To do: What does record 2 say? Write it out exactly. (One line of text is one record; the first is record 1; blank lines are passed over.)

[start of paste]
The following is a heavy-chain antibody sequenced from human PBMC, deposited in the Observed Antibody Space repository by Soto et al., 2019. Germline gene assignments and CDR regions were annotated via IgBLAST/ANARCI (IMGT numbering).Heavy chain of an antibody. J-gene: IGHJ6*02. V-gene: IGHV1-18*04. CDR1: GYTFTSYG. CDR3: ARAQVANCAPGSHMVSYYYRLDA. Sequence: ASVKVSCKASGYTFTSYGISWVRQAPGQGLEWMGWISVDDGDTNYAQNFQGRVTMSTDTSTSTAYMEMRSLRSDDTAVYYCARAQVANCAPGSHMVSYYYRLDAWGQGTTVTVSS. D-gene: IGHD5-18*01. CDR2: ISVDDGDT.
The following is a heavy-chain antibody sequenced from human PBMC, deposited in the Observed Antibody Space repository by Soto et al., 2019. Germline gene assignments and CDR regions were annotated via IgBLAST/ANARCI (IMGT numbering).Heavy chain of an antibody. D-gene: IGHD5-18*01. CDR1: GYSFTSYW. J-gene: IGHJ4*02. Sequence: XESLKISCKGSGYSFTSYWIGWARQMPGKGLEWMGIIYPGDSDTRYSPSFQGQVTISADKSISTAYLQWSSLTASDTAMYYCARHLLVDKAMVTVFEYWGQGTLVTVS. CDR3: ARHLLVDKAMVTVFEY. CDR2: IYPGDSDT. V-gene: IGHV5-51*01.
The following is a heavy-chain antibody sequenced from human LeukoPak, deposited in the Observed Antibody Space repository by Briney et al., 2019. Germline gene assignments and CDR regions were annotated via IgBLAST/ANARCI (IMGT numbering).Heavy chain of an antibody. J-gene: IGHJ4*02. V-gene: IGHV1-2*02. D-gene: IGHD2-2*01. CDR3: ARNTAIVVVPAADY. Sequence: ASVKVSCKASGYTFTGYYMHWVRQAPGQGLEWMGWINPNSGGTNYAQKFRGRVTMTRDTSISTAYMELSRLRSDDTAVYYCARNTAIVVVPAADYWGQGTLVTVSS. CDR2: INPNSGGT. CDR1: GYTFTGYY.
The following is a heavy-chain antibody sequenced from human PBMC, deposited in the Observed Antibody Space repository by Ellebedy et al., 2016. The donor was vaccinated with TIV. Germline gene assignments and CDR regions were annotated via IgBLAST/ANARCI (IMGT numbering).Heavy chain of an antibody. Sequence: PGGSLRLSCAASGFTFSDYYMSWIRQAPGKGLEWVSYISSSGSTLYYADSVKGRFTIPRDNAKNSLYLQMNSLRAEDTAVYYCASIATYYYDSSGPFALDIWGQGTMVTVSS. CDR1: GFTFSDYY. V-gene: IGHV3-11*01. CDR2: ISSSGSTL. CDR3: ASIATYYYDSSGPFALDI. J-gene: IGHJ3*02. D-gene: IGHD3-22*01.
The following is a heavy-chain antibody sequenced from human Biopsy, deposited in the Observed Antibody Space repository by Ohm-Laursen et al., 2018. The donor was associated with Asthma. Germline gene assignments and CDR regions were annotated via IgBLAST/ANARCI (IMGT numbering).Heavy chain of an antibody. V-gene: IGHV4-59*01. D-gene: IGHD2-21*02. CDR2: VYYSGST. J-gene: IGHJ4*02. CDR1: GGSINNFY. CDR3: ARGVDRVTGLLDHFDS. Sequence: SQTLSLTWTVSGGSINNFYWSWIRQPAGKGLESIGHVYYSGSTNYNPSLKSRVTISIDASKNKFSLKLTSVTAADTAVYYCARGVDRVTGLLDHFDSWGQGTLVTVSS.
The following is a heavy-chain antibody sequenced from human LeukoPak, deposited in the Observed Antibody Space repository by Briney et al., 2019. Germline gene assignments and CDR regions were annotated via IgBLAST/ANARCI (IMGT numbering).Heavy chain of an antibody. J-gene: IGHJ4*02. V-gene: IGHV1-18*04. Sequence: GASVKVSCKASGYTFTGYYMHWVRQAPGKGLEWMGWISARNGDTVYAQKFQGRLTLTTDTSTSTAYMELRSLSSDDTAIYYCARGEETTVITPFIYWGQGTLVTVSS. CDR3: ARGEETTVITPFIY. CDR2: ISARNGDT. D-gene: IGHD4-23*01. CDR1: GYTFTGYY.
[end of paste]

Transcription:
The following is a heavy-chain antibody sequenced from human PBMC, deposited in the Observed Antibody Space repository by Soto et al., 2019. Germline gene assignments and CDR regions were annotated via IgBLAST/ANARCI (IMGT numbering).Heavy chain of an antibody. D-gene: IGHD5-18*01. CDR1: GYSFTSYW. J-gene: IGHJ4*02. Sequence: XESLKISCKGSGYSFTSYWIGWARQMPGKGLEWMGIIYPGDSDTRYSPSFQGQVTISADKSISTAYLQWSSLTASDTAMYYCARHLLVDKAMVTVFEYWGQGTLVTVS. CDR3: ARHLLVDKAMVTVFEY. CDR2: IYPGDSDT. V-gene: IGHV5-51*01.